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B Why does Sirius A blink in many colors?

  1. Feb 5, 2017 #1
    When you look at Sirius, it blinks in white/blue/red and even green colors. Why does this happen?
    Please answer it with details(as my researched gave me answers like these: it is closer to horizon or closer to earths atmosphere,it is brighter , but these didn't helped me, i need a complete detailed answer) thanks in advance.
     
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  3. Feb 5, 2017 #2

    Jonathan Scott

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    This is what is meant by "twinkling". Search for "Why do stars twinkle?" for more information. Sirius is bright enough for this to be very visible.

    The effect is primarily due to the fact that the image of a star is so small it cannot be resolved, so all light from it comes via the same path, and is easily affected by atmospheric distortions. In comparison, the light from planets is typically much steadier, as the image is not quite a point and light coming via different paths tends to average out more smoothly.
     
  4. Feb 5, 2017 #3
    Basically this happens due to atmospheric refraction and to every stars but Sirius is the brightest one therefore it is easily observable
     
  5. Feb 5, 2017 #4

    Vanadium 50

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    Are you answering your own question?
     
  6. Feb 5, 2017 #5
    No i was just confirming, sorry for not writing it in reply
     
  7. Feb 5, 2017 #6
    Yes the 'twinkling' effect is entirely down to the light passing through Earth's atmosphere
     
  8. Feb 5, 2017 #7

    Chronos

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    Sirius is very hot. As spectral type a1 it has twice the surface temperature of the sun and is 25 times more luminous. It naturally emits more light in the blue end of the spectrum than most other stars.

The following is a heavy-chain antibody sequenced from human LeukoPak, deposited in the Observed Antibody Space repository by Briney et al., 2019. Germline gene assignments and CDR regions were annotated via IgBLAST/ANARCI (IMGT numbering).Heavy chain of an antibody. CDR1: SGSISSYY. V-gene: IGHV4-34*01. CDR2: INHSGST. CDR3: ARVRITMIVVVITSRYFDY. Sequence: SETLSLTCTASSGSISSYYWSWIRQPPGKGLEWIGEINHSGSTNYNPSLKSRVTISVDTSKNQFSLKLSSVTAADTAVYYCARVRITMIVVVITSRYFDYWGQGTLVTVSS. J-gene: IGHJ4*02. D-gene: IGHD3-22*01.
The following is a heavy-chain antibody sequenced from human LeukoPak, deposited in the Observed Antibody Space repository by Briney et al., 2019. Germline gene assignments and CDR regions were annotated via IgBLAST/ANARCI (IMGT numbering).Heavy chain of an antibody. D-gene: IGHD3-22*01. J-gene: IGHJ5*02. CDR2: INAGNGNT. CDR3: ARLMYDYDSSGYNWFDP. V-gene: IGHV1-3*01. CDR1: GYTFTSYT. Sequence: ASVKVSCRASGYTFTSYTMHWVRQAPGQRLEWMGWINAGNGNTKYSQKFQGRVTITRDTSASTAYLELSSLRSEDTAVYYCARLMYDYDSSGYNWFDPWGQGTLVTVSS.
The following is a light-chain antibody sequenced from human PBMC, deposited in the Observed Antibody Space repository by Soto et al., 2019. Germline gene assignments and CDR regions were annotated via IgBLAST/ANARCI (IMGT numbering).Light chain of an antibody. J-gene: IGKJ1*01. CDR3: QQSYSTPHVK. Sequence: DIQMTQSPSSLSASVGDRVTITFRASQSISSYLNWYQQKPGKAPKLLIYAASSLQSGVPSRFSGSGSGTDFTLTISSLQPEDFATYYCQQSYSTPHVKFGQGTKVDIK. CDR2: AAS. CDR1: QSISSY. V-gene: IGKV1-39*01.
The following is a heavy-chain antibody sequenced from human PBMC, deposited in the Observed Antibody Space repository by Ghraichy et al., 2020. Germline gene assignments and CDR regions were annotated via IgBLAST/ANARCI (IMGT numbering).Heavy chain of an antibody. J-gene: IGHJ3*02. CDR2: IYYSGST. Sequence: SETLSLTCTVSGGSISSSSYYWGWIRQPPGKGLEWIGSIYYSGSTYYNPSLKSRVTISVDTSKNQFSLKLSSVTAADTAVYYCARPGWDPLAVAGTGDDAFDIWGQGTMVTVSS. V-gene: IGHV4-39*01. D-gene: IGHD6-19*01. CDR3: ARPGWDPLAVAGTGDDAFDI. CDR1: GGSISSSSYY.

9. Feb 5, 2017 #8

    Ken G

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    What is still missing is the explanation. Yes it is because of atmospheric motions and density variations, we know that. Yes it is because of refraction. Yes the stellar image has to be small enough and bright enough to see it. But what remains to be answered is: why does it happen?
     
  10. Feb 5, 2017 #9

    russ_watters

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    Those were all reasons why it happens. Why doesn't that satisfy you?
     
  11. Feb 5, 2017 #10

    Ken G

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    Because I know all those reasons, and I still can't explain why it blinks different colors. The explanation must go further, at the very least it must explain why the intensity changes are different for different colors. I can think of several possibilities just off hand, I'm wondering what the right answer is. For example, I can imagine it might be like a focusing effect of refraction, but lenses show relatively small astigmatism. Perhaps that's because they're built to minimize astigmatism, so is that the reason? Or, I can think it might be something biological happening in the eye, about how the eye interprets brightness variations, like how you see colors in darkness after a light goes out. So we can ask, would a spectrometer measure color variations when looking at Sirius, or just an eyeball?
     
  12. Feb 5, 2017 #11
    I am pretty sure that the perceived twinkling is a real phenomenon and not an artifact of human vision, though I don't know if anyone actually tested that.
     
  13. Feb 5, 2017 #12

    jim mcnamara

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    @Ken G - here is an answer. https://www.scientificamerican.com/article/why-do-stars-twinkle/

    Which is really what @Jonathan Scott said more succinctly.
     
  14. Feb 5, 2017 #13

    Ken G

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    Actually, that's not an answer, it doesn't say a single thing about color changes. Even the analogy they use is not associated with any color changes at all!
     
  15. Feb 5, 2017 #14
    I think Change in colour can also be explained by atmospheric refraction, when white light passes through prism it scatters into 7 different colours and this is due to Refraction just like this when light passes through rarer to denser medium(Atmosphere) or vice versa, it refracts as well as scatters into different colours